July 11, 2017
Deep, But Playable
Almost Always Counts (Emotionally)
The date is June 21, and Justin Verlander has just struck out Mitch Haniger for the first out of the fifth inning. It was his 10th strikeout of the game, and if it wasn’t vintage Verlander that’s only because he didn’t throw his (once) devastating changeup, instead relying on a curveball with more drop than a Tiesto banger to play off his riding, mid-90s heater.
He then worked a 1-1 count to Jarrod Dyson before the speedster pushed a bunt just out of the Verlander’s outstretched glove, into the Bermuda Triangle between the pitcher, first baseman, and second baseman, ultimately arriving at first base without a throw.
There’s nothing particularly notable about this sequence of events, excepting Verlander’s exceptional strikeout rate in this outing. Dyson isn’t much of a hitter and his wheels are his best asset, so bunting for a hit is well within his game. But people got upset, as people do, because Verlander was in the midst of a perfect game at the time. The Detroit television announcers asked the question that was on many people’s mind at the time:
His broadcast partner, Kirk Gibson, opined that there’s nothing cheap about Dyson’s play and remarked that it’s actually pretty smart, since swinging away wasn’t working at all.
There’s no need to delve into the unwritten rules of when it is okay to bunt for a base hit during a no-hitter/perfect game again, especially when Grant Brisbee does it better than anyone. Suffice to say that some people find it cheap, while others think the cheap thing is to not take every at-bat seriously and try to set your team up for a win. It’s interesting to see noted hardass Kirk Gibson admire the play by Dyson―but then again, trying to win no matter what is very Kirk Gibson, too.
No, rather than pass judgment on whether it’s acceptable, cheap, acceptably cheap, or otherwise, I wonder why we care at all. Why does our investment in Justin Verlander’s attempt at greatness hinge on the score? The inning? The score and the inning?
It turns out others far smarter than myself have tackled these questions, if not specifically about baseball. Daniel Kahneman and Amos Tversky were mathematical psychologists who essentially founded the field of behavioral economics. Michael Lewis’s recent book, The Undoing Project, covers their lives, and in it lies a scenario that hints at what is taking place when we argue about the etiquette of when it is acceptable to bunt for a base hit:
They ran this scenario with three different groups. One was exactly as you see above. The others had the winning number as “207358” (Group 2) and “618379” (Group 3), and in each iteration they asked their subjects to rate their unhappiness on a 1-20 scale. The first group, the one in the prompt above, reported the greatest unhappiness. Group 2 was also more unhappy than Group 3. Indeed, as Lewis writes:
And that is the crux of our case with no-hitters, perfect games, bunting for hits, and baseball etiquette. Knowing that we have the capacity to feel unhappiness over not winning a raffle by one number in a hypothetical context, it makes sense that we’d feel an intense disappointment at watching potential history evaporate in front of us. Each of us buys a nine-numbered lottery ticket with every baseball game that we take in. Our cost is not always in dollars, but in time and allegiance; in emotional investment.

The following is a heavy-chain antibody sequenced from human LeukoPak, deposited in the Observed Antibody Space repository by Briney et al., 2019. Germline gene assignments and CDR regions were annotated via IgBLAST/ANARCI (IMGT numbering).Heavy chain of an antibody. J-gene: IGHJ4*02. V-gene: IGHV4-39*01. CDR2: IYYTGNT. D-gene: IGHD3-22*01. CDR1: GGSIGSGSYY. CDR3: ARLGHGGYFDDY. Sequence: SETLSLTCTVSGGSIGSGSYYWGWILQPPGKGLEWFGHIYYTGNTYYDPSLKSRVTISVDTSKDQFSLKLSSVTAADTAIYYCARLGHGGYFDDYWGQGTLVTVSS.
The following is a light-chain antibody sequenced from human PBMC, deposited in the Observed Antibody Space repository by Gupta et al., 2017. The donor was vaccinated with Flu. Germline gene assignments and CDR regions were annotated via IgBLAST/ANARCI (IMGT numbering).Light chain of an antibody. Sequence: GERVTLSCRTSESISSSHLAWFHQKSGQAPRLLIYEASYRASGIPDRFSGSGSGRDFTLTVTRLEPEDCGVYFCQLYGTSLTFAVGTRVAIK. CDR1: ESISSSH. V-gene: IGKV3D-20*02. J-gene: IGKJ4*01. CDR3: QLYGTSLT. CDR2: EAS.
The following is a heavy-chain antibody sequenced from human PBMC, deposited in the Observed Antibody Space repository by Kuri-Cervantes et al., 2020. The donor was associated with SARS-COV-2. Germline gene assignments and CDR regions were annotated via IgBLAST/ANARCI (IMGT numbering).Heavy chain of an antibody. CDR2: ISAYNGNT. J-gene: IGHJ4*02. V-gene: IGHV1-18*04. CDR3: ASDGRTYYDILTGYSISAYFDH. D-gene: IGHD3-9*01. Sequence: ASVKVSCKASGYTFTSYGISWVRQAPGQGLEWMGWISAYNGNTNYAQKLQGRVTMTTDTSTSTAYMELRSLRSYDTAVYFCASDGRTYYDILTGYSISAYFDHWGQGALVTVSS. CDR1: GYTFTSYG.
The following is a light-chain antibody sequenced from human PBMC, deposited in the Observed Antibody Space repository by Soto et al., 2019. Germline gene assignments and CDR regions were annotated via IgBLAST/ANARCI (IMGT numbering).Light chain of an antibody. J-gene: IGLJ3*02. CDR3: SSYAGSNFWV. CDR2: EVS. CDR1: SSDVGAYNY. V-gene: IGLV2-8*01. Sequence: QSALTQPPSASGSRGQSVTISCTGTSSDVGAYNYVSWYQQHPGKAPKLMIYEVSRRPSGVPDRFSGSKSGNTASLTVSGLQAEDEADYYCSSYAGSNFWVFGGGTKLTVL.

Each game, each lottery ticket is an assumed loss; that first-inning hit hardly registering as a disappointment, because we were unlikely to see that perfect game anyway. Even in the third inning, it’s just so far away as to seem abstract. It’s a bridge to be crossed when we arrive at it. By the fifth inning/number, you start to believe. It gains form and despite knowing it’s not likely, you can see it. The sixth is when that feeling settles in. You know everyone knows what is at stake, when you unconsciously realize how many other possible results have been eliminated; so that even though you know there’s a ways to go, it feels closer than you’d have ever assumed. The further a pitcher goes in a potentially historic outing—the closer and closer our lottery ticket gets to the winning number—the harder it gets to avoid disappointment in not getting there.
That’s really what this is about. The etiquette, the method in which our disappointment is served to us, is mostly inconsequential. It’s just a thing through which we can channel our regret, because without this thing, especially such a dinky thing as a bunt, we might have experienced transcendence. As Kahneman says later:
In this light, we understand why there was a significantly smaller sense of loss (if any) when John Lackey allowed a leadoff double before retiring 27 straight in 2006. (Well, that and it was John Lackey who did it.) Still, there’s clarity on why a decision to bunt—itself a departure from the status quo of swinging away—causes additional pain on top of its removal of the status quo of the game (no-hitter or perfect).
Understanding this process about ourselves probably won’t alter our behavior. Knowing that being one number off winning the lottery is no different than having every number be wrong in terms of odds. It feels worse no matter what. But what we can do is change how we understand and act toward other fans. Perhaps the next time a no-hitter or perfect game is lost via a bunt or some other weird happening, rather than argue about whether that happening is justifiable, just nod and say, “It sucks to lose out on that experience.” It does.